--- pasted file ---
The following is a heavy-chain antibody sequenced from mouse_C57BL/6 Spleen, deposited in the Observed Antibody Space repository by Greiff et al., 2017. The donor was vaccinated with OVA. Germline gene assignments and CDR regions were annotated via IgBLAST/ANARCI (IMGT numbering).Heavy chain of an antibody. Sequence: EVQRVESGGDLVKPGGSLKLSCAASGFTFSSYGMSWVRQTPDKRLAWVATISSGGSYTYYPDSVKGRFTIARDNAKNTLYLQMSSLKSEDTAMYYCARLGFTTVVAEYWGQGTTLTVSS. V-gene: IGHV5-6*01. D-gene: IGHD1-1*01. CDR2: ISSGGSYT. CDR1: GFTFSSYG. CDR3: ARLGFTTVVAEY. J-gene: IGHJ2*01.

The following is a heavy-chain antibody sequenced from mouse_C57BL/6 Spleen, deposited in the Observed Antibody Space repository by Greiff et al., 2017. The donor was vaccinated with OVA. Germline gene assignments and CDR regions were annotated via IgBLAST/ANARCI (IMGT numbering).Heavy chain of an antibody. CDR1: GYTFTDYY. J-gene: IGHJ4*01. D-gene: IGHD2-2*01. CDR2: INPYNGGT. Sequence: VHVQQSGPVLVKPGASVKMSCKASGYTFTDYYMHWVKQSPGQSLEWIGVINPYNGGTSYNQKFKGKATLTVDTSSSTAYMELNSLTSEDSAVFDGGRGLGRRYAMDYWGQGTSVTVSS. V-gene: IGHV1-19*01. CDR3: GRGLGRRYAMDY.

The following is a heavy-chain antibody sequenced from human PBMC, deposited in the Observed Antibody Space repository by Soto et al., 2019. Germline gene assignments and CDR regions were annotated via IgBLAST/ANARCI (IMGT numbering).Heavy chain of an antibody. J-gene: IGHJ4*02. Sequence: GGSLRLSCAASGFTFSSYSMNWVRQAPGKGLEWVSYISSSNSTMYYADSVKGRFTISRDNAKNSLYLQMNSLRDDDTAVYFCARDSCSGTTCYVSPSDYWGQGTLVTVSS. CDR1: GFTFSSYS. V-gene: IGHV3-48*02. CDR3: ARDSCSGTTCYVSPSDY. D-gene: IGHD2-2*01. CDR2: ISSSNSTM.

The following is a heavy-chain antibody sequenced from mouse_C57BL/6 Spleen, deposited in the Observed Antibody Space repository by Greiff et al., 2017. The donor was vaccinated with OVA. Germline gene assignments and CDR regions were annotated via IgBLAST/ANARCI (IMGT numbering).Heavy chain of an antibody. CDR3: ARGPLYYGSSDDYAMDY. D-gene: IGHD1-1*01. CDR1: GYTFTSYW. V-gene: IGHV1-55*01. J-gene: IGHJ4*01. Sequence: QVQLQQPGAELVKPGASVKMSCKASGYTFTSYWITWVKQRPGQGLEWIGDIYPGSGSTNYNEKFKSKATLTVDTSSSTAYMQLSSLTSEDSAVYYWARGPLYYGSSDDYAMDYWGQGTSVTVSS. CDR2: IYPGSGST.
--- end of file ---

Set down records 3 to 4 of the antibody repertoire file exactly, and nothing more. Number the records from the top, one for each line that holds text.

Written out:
The following is a heavy-chain antibody sequenced from human PBMC, deposited in the Observed Antibody Space repository by Soto et al., 2019. Germline gene assignments and CDR regions were annotated via IgBLAST/ANARCI (IMGT numbering).Heavy chain of an antibody. J-gene: IGHJ4*02. Sequence: GGSLRLSCAASGFTFSSYSMNWVRQAPGKGLEWVSYISSSNSTMYYADSVKGRFTISRDNAKNSLYLQMNSLRDDDTAVYFCARDSCSGTTCYVSPSDYWGQGTLVTVSS. CDR1: GFTFSSYS. V-gene: IGHV3-48*02. CDR3: ARDSCSGTTCYVSPSDY. D-gene: IGHD2-2*01. CDR2: ISSSNSTM.

The following is a heavy-chain antibody sequenced from mouse_C57BL/6 Spleen, deposited in the Observed Antibody Space repository by Greiff et al., 2017. The donor was vaccinated with OVA. Germline gene assignments and CDR regions were annotated via IgBLAST/ANARCI (IMGT numbering).Heavy chain of an antibody. CDR3: ARGPLYYGSSDDYAMDY. D-gene: IGHD1-1*01. CDR1: GYTFTSYW. V-gene: IGHV1-55*01. J-gene: IGHJ4*01. Sequence: QVQLQQPGAELVKPGASVKMSCKASGYTFTSYWITWVKQRPGQGLEWIGDIYPGSGSTNYNEKFKSKATLTVDTSSSTAYMQLSSLTSEDSAVYYWARGPLYYGSSDDYAMDYWGQGTSVTVSS. CDR2: IYPGSGST.